Three hundred forty-seven endophytic fungi were isolated from rhizomes of three Rhodiola plants classified into 180 representative morphotypes (71, 57, and 52 isolates from Rc, Ra, and Rs, respectively) based on the characteristics of their cultures. In addition, these were also identified based on their related taxa or rRNA-ITS sequences. Isolated Rac88 from host Rawas is affiliated to phylum Glomeromycota and is placed in the genus Entrophospora. However, Rct60 was closely associated to Mucor hiemalis (99%), and Rac18 was assigned to Umbelopsis sp. (78%) of order Mucorales in Zygomycota. Isolates Rac69, Rac81, and Rac85 within Basidiomycota were closely matched to the sequences of Ceratobasidium sp. Rsc51 and Rsc45 were associated to Rhizoctonia solani (100%) and Coprinellus xanthothrix (99%), respectively. Other endophytic fungi belonging to classes Leotiomycetes, Dothideomycetes, and Sordariomycetes and phylum Ascomycota were also isolated [56].

Endophytic fungi in the rhizomes of Rhodiola spp. are diverse and abundant with 180 representative isolates distributed in 57 genera belonging to 4 fungal phyla. Isolates such as Rsc57, Rct45, Rac76, Rct64, and Rct63 exhibit strong antioxidant activity. Numerous investigations indicate that flavonoid and phenolic compounds could be considered as the main antioxidants in plants [57]. Rhodiola spices contain rosavins, p-tyrosol, and salidrosides [58]. Nevertheless, no comparative study has been carried out on their endophytes. The fermentation broth of Rac12 was seen to produce salidroside and p-tyrosol when subjected to HPLC. Data indicate that endophytes may produce the same bioactive chemicals as those of their hosts (Fig. 3).
Fig. 3

Isolates with antioxidant effect from rhizomes of Rhodiola spp.

3.1.15 Salvia miltiorrhiza Bge.f. alba

Endophytic fungi from Salvia miltiorrhiza Bge.f. alba have been considered a promising source of antioxidants. Fourteen fungal endophytes were identified by molecular and morphological methods as Fusarium and Alternaría species. However, six fungi were identified using internal transcribed spacer (ITS) rRNA gene sequence analysis as non-sporulating fungi. The results of phytochemical analysis carried out using ethanolic extracts of endophytic fungi from S. miltiorrhiza showed the presence of alkaloids, phenols, saponins, tannins, terpenoids, flavonoids, and steroids like those in the extracts of the roots of host plants [59]. The antioxidant activities of the extracts of endophytic fungi F. proliferatum SaR-2 and A. alternata SaF-2 and plant root were measured based on their ability to scavenge the DPPH free radicals compared to the standards, BHT and ascorbic acid. Findings indicated that both endophytic fungi at a concentration of 0.1 mg/mL showed higher radical scavenging activities than that of the plant root projecting 90.14%, 83.25%, and 80.23% values, respectively. Data showed that F. proliferatum SaR-2 could be a promising source of antioxidant compounds [60].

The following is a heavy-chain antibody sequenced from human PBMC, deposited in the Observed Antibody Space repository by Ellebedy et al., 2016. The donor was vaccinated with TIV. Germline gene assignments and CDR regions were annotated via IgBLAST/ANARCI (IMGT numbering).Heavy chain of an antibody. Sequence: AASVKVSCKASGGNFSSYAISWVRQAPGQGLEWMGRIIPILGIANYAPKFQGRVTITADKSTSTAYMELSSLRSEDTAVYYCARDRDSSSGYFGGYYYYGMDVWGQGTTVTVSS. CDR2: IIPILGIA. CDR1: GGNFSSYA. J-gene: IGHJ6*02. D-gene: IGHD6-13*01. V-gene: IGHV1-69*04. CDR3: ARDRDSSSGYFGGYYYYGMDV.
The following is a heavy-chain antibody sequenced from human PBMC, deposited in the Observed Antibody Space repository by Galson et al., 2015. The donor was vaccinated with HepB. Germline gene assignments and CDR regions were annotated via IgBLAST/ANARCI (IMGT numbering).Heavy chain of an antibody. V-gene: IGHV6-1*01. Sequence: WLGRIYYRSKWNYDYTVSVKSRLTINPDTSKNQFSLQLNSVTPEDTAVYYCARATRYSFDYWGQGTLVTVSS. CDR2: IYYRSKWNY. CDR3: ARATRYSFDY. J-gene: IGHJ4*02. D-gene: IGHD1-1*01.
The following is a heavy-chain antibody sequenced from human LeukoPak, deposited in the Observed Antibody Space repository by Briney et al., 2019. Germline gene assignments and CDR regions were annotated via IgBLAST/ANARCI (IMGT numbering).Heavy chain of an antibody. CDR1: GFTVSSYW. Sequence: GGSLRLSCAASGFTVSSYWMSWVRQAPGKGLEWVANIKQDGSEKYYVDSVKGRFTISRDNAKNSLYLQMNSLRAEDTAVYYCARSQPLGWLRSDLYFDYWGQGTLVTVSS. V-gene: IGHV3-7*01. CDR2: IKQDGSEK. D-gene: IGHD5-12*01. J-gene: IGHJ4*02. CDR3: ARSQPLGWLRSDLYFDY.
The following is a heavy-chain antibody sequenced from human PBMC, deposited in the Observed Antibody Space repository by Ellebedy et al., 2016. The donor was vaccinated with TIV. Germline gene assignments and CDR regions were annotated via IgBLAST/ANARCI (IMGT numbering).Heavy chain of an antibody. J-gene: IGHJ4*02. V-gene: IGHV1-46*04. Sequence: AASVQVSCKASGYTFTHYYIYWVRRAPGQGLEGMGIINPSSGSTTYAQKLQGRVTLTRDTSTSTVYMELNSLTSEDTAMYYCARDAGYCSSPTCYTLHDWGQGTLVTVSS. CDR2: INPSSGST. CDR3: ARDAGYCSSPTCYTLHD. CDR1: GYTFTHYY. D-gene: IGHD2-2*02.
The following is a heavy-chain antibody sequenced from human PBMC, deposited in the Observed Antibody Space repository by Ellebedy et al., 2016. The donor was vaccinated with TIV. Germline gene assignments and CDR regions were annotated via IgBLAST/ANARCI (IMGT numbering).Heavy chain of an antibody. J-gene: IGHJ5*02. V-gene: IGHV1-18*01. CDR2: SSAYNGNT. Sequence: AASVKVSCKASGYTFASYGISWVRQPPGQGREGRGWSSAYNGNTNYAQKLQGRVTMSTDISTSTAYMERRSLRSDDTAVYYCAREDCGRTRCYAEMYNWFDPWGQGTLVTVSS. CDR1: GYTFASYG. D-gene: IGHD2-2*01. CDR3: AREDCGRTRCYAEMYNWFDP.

3.1.16 Scapania verrucosa

Forty-nine endophytic fungi were isolated from ethyl acetate extract of Scapania verrucosa . Based on their molecular and morphological characteristics, the isolated endophytic fungi were found to belong to the family Xylariaceae and seven genera Creosphaeria, Nemania, Xylaria, Tolypocladium, Chaetomium, Penicillium, and Hypocrea. However, the majority of these isolated endophytic fungi belonged to Xylaria, Creosphaeria, and Chaetomium. Forty-nine strains were evaluated for their in vitro antioxidant activities by different methods such as DPPH radical scavenging, hydroxyl radical scavenging, and reducing power and ferrous ion chelating assays. Of the isolated endophytic fungi strains, T24 (Chaetomium globosum) and T38 (Creosphaeria sp.) exhibited the highest antioxidant capacity [61].

3.1.17 Sudanese Medicinal Plants

Twenty-one endophytic fungi were isolated from Sudanese medicinal plants Trigonella foenum-graecum , Vernonia amygdalina, Euphorbia prostrata, Catharanthus roseus, and Calotropis procera. The isolated endophyte strains were assigned to 12 different taxa. Of them, ten strains were identified to belong to Ascomycetes, seven strains were found to be fungal, and four strains of Deuteromycetes belong to Mycelia sterilia [62]. Chaetomium and Mycelia sterilia were the most important fungal taxa isolated. The Aspergillus sp. endophyte isolated from T. foenum-graecum and Curvularia sp. from V. amygdalina exerted significant antioxidant activities in DPPH radical scavenging assay [63].